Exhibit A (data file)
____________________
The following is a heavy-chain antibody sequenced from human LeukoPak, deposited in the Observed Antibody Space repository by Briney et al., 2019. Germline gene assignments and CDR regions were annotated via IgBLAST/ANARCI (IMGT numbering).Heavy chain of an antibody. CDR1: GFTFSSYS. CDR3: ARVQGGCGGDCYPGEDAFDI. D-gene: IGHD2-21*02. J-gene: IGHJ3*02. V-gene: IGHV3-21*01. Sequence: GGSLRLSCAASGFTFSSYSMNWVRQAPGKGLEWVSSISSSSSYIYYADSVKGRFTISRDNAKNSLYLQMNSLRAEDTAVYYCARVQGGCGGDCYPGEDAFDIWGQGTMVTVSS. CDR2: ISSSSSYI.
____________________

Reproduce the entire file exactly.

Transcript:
The following is a heavy-chain antibody sequenced from human LeukoPak, deposited in the Observed Antibody Space repository by Briney et al., 2019. Germline gene assignments and CDR regions were annotated via IgBLAST/ANARCI (IMGT numbering).Heavy chain of an antibody. CDR1: GFTFSSYS. CDR3: ARVQGGCGGDCYPGEDAFDI. D-gene: IGHD2-21*02. J-gene: IGHJ3*02. V-gene: IGHV3-21*01. Sequence: GGSLRLSCAASGFTFSSYSMNWVRQAPGKGLEWVSSISSSSSYIYYADSVKGRFTISRDNAKNSLYLQMNSLRAEDTAVYYCARVQGGCGGDCYPGEDAFDIWGQGTMVTVSS. CDR2: ISSSSSYI.